Stephen Buckley, a veteran editor and educator who worked at The Washington Post, Tampa Bay Times and the Poynter Institute, has been chosen as one of two new Eugene C. Patterson Professors of the Practice of Journalism and Public Policy at Duke University’s Sanford School of Public Policy.
Buckley will join the other new Patterson professor, New York Times columnist Frank Bruni, whose appointment was announced Monday. They will begin July 1 in the DeWitt Wallace Center for Media and Democracy, Duke’s hub for journalism education in the Sanford School.
Buckley, a 1989 Duke graduate in political science, has had a wide-ranging career as a local reporter, foreign correspondent, editor and journalism educator. He is the lead story editor for Global Press Journal, an international news organization that focuses its reporting on undercovered regions.
Buckley has a unique connection with Patterson, a legendary editor and important voice in the American civil rights movement. As editor of the St. Petersburg Times (now the Tampa Bay Times), Patterson allowed Buckley to work as a sportswriter while still in high school. When Buckley returned to the Times as a reporter and then rose to become a senior editor, Patterson, then the editor emeritus of the paper, continued to be an important mentor.
“It’s really humbling to be able to play a small part in extending Gene Patterson’s legacy,” said Buckley. “It’ll be a thrill to pass along the journalistic values he exemplified – integrity, independence, intellectual honesty, humility, compassion, and courage – to this generation of students as they prepare to help defend our fragile democracy. And to do it at my alma mater, no less, feels like a wonderful gift.”
“I am thrilled Stephen is returning to Duke and joining our faculty at the Sanford School of Public Policy,” said Dean Judith Kelley. “His connection to Eugene Patterson since his early journalism career brings the endowment full circle, passing on a torch of leadership. Stephen will bring our students a valuable international perspective, one of the hallmarks of the Sanford and Duke experience that he will foster even more. With his global journalism experience and leadership, he will help train future journalists at Duke to go into the world and make a difference.”
“I had the great fortune of working with Stephen when he was an editor at the Tampa Bay Times,” said Bill Adair, director of the DeWitt Wallace Center. “He was one of the smartest editors I’ve known.”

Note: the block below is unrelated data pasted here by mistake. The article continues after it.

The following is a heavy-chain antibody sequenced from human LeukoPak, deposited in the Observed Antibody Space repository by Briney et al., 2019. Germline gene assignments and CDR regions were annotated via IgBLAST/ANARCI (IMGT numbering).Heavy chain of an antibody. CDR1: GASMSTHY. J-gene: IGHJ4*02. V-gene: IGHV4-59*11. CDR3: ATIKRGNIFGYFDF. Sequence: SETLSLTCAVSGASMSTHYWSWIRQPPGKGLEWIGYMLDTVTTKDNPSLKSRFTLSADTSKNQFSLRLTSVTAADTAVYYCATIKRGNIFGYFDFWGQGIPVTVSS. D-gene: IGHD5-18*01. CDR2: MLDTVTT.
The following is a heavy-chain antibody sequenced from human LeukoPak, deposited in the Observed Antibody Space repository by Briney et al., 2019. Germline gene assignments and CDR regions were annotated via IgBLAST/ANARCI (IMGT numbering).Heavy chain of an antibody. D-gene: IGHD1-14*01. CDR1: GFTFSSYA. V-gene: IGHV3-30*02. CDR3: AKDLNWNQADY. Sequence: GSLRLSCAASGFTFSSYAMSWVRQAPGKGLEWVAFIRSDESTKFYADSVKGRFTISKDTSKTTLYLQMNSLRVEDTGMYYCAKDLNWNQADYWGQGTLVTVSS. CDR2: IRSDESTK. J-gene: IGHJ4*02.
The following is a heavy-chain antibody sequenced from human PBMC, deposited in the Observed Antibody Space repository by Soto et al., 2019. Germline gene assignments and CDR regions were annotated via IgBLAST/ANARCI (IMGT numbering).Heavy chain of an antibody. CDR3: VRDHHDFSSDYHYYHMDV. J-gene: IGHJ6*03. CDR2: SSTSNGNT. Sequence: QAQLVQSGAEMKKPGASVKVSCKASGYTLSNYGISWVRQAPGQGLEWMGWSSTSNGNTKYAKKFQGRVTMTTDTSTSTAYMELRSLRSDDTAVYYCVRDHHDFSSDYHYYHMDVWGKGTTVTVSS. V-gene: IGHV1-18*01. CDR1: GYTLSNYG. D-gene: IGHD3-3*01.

After graduating from Duke, Buckley began his career as a local reporter for The Post in Washington, D.C. and suburban Maryland. He covered education, courts and the night police beat and then became a foreign correspondent, initially as the Post’s Africa Bureau Chief and then the paper’s first correspondent based in Brazil.
He returned to St. Petersburg in 2001 as a national reporter for the Times and then became an editor in charge of national and international coverage before being promoted to managing editor and then publisher of tampabay.com, the paper’s digital site. He moved to the Poynter Institute in 2010 as dean of the faculty. In 2015, he moved to Kenya, where he taught at The Aga Khan University before joining Global Press Journal.
The professorship is named for Eugene Patterson, a journalist and civil rights activist. The Patterson Chair, endowed by a gift from the Poynter Fund (now the Tampa Bay Times Fund), honors the former editor-in-chief and chief executive officer of The St. Petersburg Times, whose earlier work as editor of the Atlanta Constitution (now The Atlanta-Journal Constitution) set a benchmark for coverage of the civil rights movement.
Patterson also served three years as managing editor at The Washington Post. He taught at Duke in the public policy program from 1971 to 1972, served on the university’s board of trustees from 1988 to 1994 and holds an honorary doctorate from Duke, awarded in 1978.
This year, Duke announces two Patterson professors, which has precedent. When the Patterson professorship was established at Duke in 1998, it was jointly held by Susan Tifft and Alex S. Jones until Jones departed in 2000 to become the director of the Shorenstein Center on Media, Politics and Public Policy at Harvard University.